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Saints march to Super Bowl

SUPER BOWL XLIV: New Orleans Saints v Indianapolis Colts
Venue: Sun Life Stadium, Miami Date: Sunday 7 February Kick-off: 2325 GMT
Coverage: Watch live on BBC One and the BBC Sport website from 2255, listen live on BBC 5 live sports extra from 2100 (UK only)

Drew Brees in the Super Bowl media scrum
Brees has become a figurehead for the Saints on and off the field

By Haydn Parry
BBC Radio 5 live at the Super Bowl

The New Orleans Saints feel they have a date with destiny this Sunday, when they take on the Indianapolis Colts in Super Bowl XLIV in Miami.

Their quarterback Drew Brees articulated the mood of the entire franchise when he said: "It means so much.

"For so many fans, just to have waited so long through so many tough times to this point, and what people went through post-Katrina, it's so much more than just a game to us.

"It's a feeling that we have an opportunity to give them so much hope, lift their spirits and give them what they deserve."

We feel like we are playing for so much more than just to win a game for our organisation or team, we're playing for an entire city and region

Drew Brees

The Saints' first ever appearance in the NFL's showpiece final comes just four-and-a-half years since Hurricane Katrina devastated the Louisiana coastline, taking more than 1,800 lives as floodwater breached the city's inadequate levees.

Their home stadium, the Superdome, became a temporary refuge for thousands of inhabitants, and a symbol of the city's ruin.

And the players themselves became refugees for the subsequent season, playing "home" games as far afield as New York, Baton Rouge and San Antonio, Texas.

Since the Saints' return to New Orleans for the 2006 season, the bond with their citizens appears to have got stronger.

Brees joined the team from San Diego in the summer of 2006 and quickly became an emotional leader on and off the field.

"We feel like we are playing for so much more than just to win a game for our organisation or team, we're playing for an entire city and region," he said.

The hurrican-damaged Superdome
The Saints' damaged home stadium was used to house refugees from Katrina

"And you could say for an entire country because there are still so many New Orleans natives who had to evacuate after Katrina, who have not been able to move back yet.

"We know we have fans across the country who are pulling for us and rooting for us, fans who will come back eventually to New Orleans but are just waiting for the right time.

"Whatever we can do to give them hope and raise their spirits, that's what we want to do."

The road from Katrina to Miami has not been smooth - they won just three of their 16 games during that nomadic 2005 season.


However, under the guidance of young head coach Sean Payton, arguably the best team in the franchise's entire history has emerged and offered a source of comfort to a city that to this day has still not totally recovered from the hurricane.

"I think the city is tied pretty closely to the team," Payton said this week. "Logistically, you're less insulated than you are in some other cities in regard to where you live. I think that's part of it.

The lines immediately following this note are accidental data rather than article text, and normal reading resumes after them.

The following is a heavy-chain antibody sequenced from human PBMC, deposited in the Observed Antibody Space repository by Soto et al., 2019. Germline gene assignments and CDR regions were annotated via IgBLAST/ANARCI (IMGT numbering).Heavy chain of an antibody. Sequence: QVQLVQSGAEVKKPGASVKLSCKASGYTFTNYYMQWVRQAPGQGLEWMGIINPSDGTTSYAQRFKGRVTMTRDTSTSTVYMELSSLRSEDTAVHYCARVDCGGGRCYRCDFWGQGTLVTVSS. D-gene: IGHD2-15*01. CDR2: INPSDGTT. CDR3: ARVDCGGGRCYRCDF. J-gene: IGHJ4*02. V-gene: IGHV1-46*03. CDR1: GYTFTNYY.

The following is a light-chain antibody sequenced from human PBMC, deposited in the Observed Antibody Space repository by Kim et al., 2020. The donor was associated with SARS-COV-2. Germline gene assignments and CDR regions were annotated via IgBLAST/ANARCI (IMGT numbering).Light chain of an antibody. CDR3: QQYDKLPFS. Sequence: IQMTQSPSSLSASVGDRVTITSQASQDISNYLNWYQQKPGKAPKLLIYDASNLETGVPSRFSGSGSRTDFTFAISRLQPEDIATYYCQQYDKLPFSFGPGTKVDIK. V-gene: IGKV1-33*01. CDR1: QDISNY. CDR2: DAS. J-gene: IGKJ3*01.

"I think the fanbase has been passionate about this team. After Katrina and the devastation, for them to be able to hang their hat on one common, consistent thing and for that product to be successful was very important."

If the Saints are to win their first Super Bowl, New Orleans must overcome a team led by one of its native sons.

Behind the scenes at Super Bowl's Radio Row

Peyton Manning, the Colts' quarterback and star player, was born in New Orleans and grew up supporting the Saints - not least because his father Archie was the team's quarterback in the franchise's lean early years of 1971 to 1982.

So had Peyton ever dreamt of an outcome such as this, playing the Saints in the Super Bowl?

"I appreciate the people of New Orleans supporting me throughout my career. It's my hometown," he said.

"But I understand this game New Orleans are Saints fans and I am fine with that."

Garcon faced the media wearing a Haitian flag

Resplendent in their royal blue jerseys, and favoured by a small margin, the Indianapolis players exuded a calm air and sense of purpose as they spoke to the world's press on Tuesday.

The Colts have produced an exciting new threat this season in the form of Pierre Garcon.

The young wide receiver is of Haitian descent and chose to address the media wearing a bandana in the red and blue flag of the earthquake-hit Caribbean island.

Just as the Saints feel the need to give something back to their city, so Garcon is also a man on a mission, representing a beleaguered country.

"I'm just trying to do something positive for our community," he said.

"There are a lot of bad aspects with being Haitian and so I'm just trying to do something positive and let people know we can make it and be anybody we want to be.

"I'm trying to give them a little hope and trying to help as much as I can."

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see also
Saints upset Colts in Super Bowl
08 Feb 10 |  American Football
Saints and Colts reach Super Bowl
25 Jan 10 |  American Football
Saints targeting Superdome return
31 Dec 05 |  American Football
NFL side counts cost of hurricane
01 Sep 05 |  US Sport
'Dozens killed' in US hurricane
30 Aug 05 |  Americas
NFL fixtures
05 Jan 08 |  American Football
NFL results
26 Oct 07 |  American Football
NFL standings
26 Oct 07 |  American Football
NFL in a nutshell
19 Oct 05 |  American Football
American Football on the BBC
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